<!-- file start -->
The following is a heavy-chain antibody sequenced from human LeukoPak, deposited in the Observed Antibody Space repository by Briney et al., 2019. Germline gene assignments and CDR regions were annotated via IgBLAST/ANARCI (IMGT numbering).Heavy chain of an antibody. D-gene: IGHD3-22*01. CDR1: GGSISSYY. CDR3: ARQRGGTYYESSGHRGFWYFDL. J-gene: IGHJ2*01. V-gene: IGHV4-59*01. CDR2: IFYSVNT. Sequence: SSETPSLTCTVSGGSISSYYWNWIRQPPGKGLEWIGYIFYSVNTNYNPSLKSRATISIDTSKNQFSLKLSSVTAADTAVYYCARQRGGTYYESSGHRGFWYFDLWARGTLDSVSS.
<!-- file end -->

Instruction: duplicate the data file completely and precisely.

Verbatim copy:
The following is a heavy-chain antibody sequenced from human LeukoPak, deposited in the Observed Antibody Space repository by Briney et al., 2019. Germline gene assignments and CDR regions were annotated via IgBLAST/ANARCI (IMGT numbering).Heavy chain of an antibody. D-gene: IGHD3-22*01. CDR1: GGSISSYY. CDR3: ARQRGGTYYESSGHRGFWYFDL. J-gene: IGHJ2*01. V-gene: IGHV4-59*01. CDR2: IFYSVNT. Sequence: SSETPSLTCTVSGGSISSYYWNWIRQPPGKGLEWIGYIFYSVNTNYNPSLKSRATISIDTSKNQFSLKLSSVTAADTAVYYCARQRGGTYYESSGHRGFWYFDLWARGTLDSVSS.